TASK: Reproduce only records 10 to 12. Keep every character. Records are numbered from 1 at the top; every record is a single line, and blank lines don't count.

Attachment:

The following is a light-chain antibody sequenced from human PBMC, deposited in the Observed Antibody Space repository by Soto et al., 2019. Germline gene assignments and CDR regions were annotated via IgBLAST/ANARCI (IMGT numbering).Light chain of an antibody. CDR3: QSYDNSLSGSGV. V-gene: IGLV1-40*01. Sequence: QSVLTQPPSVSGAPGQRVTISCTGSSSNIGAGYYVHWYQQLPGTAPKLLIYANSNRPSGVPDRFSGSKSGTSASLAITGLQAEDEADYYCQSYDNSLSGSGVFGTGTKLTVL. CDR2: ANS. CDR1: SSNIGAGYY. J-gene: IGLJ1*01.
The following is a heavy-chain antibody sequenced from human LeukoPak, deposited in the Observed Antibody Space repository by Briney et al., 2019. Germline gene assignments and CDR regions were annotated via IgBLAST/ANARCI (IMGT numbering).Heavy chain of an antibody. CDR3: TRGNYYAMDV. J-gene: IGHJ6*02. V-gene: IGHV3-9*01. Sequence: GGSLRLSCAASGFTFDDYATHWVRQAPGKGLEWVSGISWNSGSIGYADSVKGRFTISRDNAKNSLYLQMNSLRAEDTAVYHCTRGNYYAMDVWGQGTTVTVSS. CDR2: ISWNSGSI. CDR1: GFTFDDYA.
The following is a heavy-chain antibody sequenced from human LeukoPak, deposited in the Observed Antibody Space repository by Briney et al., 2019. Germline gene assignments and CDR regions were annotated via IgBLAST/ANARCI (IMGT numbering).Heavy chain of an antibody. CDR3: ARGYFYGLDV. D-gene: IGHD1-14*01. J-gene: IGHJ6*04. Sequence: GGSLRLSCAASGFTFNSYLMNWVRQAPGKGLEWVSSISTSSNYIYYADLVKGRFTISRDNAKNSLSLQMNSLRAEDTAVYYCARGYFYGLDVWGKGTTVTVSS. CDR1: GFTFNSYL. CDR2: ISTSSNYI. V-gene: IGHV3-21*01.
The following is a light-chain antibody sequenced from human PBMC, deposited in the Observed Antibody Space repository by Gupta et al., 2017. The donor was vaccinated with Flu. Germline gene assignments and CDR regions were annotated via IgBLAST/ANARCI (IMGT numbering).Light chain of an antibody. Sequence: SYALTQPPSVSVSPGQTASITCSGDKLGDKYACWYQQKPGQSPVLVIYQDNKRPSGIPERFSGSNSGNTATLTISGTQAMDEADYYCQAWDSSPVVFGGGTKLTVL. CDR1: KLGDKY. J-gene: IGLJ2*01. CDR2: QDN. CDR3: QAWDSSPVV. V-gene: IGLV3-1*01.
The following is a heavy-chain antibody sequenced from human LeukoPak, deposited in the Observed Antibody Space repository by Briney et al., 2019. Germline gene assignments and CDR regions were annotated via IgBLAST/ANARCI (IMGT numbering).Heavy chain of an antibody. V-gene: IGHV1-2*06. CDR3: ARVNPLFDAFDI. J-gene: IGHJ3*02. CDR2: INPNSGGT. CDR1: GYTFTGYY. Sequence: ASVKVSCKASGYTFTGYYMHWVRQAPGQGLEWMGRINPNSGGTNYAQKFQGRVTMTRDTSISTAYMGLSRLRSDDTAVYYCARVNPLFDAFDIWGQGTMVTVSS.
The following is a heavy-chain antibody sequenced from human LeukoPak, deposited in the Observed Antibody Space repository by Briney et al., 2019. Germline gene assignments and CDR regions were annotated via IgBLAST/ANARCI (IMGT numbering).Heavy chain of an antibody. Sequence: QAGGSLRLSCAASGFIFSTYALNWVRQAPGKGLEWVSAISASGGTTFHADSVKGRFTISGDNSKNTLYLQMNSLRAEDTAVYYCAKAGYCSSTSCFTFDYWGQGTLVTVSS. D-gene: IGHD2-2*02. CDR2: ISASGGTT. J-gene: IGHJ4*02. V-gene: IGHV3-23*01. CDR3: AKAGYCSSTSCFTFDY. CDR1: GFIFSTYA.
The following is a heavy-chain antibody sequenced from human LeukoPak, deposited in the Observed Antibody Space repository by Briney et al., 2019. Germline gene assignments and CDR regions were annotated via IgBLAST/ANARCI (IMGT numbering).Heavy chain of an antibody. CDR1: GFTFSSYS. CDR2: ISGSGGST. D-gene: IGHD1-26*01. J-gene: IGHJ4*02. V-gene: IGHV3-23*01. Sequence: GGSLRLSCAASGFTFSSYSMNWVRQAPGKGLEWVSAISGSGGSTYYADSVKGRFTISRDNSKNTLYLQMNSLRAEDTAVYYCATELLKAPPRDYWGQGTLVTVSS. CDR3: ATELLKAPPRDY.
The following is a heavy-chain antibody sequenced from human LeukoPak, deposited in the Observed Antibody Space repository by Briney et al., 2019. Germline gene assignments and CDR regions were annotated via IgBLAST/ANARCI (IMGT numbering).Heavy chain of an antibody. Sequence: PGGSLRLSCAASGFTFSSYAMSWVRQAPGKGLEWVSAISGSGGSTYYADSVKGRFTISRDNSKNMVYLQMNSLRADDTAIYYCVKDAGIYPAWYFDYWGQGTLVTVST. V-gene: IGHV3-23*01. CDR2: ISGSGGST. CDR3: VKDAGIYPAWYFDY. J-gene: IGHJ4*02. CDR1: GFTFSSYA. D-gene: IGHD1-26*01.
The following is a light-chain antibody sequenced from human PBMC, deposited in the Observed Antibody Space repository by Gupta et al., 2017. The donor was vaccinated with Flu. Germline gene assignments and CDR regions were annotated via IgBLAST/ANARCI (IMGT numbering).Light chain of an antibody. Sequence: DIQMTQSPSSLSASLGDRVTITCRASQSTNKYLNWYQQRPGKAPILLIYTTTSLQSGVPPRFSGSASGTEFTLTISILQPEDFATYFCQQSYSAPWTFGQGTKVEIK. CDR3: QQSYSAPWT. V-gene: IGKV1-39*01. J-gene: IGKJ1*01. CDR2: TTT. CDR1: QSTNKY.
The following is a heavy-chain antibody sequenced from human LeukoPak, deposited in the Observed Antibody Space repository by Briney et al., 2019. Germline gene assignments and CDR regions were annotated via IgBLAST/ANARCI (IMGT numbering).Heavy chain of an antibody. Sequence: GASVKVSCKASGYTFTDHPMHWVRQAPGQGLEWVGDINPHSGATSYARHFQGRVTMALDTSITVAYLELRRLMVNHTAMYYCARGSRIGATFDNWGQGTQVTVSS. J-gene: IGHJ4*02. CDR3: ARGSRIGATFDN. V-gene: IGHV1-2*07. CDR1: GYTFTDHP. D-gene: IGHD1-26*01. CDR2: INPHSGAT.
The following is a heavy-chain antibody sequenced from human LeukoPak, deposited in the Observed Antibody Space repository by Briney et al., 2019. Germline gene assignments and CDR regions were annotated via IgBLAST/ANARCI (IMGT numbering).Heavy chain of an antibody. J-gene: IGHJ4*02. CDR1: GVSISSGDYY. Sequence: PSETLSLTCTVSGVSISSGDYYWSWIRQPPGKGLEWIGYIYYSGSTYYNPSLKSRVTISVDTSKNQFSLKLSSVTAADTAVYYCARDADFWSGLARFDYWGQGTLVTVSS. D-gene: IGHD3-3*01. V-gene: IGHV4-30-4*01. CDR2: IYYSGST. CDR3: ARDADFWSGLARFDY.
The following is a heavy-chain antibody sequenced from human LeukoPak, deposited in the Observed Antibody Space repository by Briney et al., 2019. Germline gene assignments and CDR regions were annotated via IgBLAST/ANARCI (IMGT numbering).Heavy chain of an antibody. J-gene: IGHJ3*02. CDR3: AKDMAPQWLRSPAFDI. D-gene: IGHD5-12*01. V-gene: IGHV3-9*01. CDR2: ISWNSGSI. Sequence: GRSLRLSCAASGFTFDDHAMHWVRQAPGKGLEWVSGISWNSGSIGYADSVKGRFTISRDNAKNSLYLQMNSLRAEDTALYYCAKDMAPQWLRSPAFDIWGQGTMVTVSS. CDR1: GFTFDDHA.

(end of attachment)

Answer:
The following is a heavy-chain antibody sequenced from human LeukoPak, deposited in the Observed Antibody Space repository by Briney et al., 2019. Germline gene assignments and CDR regions were annotated via IgBLAST/ANARCI (IMGT numbering).Heavy chain of an antibody. Sequence: GASVKVSCKASGYTFTDHPMHWVRQAPGQGLEWVGDINPHSGATSYARHFQGRVTMALDTSITVAYLELRRLMVNHTAMYYCARGSRIGATFDNWGQGTQVTVSS. J-gene: IGHJ4*02. CDR3: ARGSRIGATFDN. V-gene: IGHV1-2*07. CDR1: GYTFTDHP. D-gene: IGHD1-26*01. CDR2: INPHSGAT.
The following is a heavy-chain antibody sequenced from human LeukoPak, deposited in the Observed Antibody Space repository by Briney et al., 2019. Germline gene assignments and CDR regions were annotated via IgBLAST/ANARCI (IMGT numbering).Heavy chain of an antibody. J-gene: IGHJ4*02. CDR1: GVSISSGDYY. Sequence: PSETLSLTCTVSGVSISSGDYYWSWIRQPPGKGLEWIGYIYYSGSTYYNPSLKSRVTISVDTSKNQFSLKLSSVTAADTAVYYCARDADFWSGLARFDYWGQGTLVTVSS. D-gene: IGHD3-3*01. V-gene: IGHV4-30-4*01. CDR2: IYYSGST. CDR3: ARDADFWSGLARFDY.
The following is a heavy-chain antibody sequenced from human LeukoPak, deposited in the Observed Antibody Space repository by Briney et al., 2019. Germline gene assignments and CDR regions were annotated via IgBLAST/ANARCI (IMGT numbering).Heavy chain of an antibody. J-gene: IGHJ3*02. CDR3: AKDMAPQWLRSPAFDI. D-gene: IGHD5-12*01. V-gene: IGHV3-9*01. CDR2: ISWNSGSI. Sequence: GRSLRLSCAASGFTFDDHAMHWVRQAPGKGLEWVSGISWNSGSIGYADSVKGRFTISRDNAKNSLYLQMNSLRAEDTALYYCAKDMAPQWLRSPAFDIWGQGTMVTVSS. CDR1: GFTFDDHA.